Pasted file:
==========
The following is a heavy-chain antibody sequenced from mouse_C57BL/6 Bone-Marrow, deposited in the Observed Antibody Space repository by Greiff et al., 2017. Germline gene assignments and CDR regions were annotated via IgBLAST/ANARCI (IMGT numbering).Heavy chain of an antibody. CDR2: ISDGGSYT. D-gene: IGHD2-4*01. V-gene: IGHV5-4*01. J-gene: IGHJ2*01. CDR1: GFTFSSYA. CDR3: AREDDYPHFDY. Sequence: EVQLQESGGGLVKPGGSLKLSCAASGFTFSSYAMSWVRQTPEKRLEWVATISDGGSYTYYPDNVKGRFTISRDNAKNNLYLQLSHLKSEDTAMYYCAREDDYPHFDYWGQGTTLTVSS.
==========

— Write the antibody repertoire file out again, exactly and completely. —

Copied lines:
The following is a heavy-chain antibody sequenced from mouse_C57BL/6 Bone-Marrow, deposited in the Observed Antibody Space repository by Greiff et al., 2017. Germline gene assignments and CDR regions were annotated via IgBLAST/ANARCI (IMGT numbering).Heavy chain of an antibody. CDR2: ISDGGSYT. D-gene: IGHD2-4*01. V-gene: IGHV5-4*01. J-gene: IGHJ2*01. CDR1: GFTFSSYA. CDR3: AREDDYPHFDY. Sequence: EVQLQESGGGLVKPGGSLKLSCAASGFTFSSYAMSWVRQTPEKRLEWVATISDGGSYTYYPDNVKGRFTISRDNAKNNLYLQLSHLKSEDTAMYYCAREDDYPHFDYWGQGTTLTVSS.